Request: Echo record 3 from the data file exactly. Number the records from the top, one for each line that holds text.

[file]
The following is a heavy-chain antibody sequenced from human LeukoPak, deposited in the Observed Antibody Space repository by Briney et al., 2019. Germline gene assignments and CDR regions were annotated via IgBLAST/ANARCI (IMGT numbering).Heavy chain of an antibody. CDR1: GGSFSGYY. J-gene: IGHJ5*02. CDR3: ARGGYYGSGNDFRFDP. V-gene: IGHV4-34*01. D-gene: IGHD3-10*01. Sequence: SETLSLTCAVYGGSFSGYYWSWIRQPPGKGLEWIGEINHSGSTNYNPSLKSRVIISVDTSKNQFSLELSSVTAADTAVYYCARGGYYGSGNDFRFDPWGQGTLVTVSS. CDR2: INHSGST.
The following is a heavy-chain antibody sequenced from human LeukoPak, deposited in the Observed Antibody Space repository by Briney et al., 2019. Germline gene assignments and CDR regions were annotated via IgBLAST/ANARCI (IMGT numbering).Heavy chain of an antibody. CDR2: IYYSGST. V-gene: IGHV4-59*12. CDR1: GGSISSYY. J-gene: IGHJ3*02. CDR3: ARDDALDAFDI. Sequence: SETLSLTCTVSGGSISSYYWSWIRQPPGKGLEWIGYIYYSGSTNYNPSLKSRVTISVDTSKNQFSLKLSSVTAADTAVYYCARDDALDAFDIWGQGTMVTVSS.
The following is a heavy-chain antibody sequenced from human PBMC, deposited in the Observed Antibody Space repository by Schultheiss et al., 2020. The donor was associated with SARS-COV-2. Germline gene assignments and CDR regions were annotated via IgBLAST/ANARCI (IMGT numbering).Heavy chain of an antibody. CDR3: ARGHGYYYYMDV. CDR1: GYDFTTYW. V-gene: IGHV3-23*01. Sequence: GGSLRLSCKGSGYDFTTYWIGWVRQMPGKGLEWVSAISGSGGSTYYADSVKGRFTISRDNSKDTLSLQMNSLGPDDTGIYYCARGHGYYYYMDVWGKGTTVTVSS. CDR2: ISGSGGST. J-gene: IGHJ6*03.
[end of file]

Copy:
The following is a heavy-chain antibody sequenced from human PBMC, deposited in the Observed Antibody Space repository by Schultheiss et al., 2020. The donor was associated with SARS-COV-2. Germline gene assignments and CDR regions were annotated via IgBLAST/ANARCI (IMGT numbering).Heavy chain of an antibody. CDR3: ARGHGYYYYMDV. CDR1: GYDFTTYW. V-gene: IGHV3-23*01. Sequence: GGSLRLSCKGSGYDFTTYWIGWVRQMPGKGLEWVSAISGSGGSTYYADSVKGRFTISRDNSKDTLSLQMNSLGPDDTGIYYCARGHGYYYYMDVWGKGTTVTVSS. CDR2: ISGSGGST. J-gene: IGHJ6*03.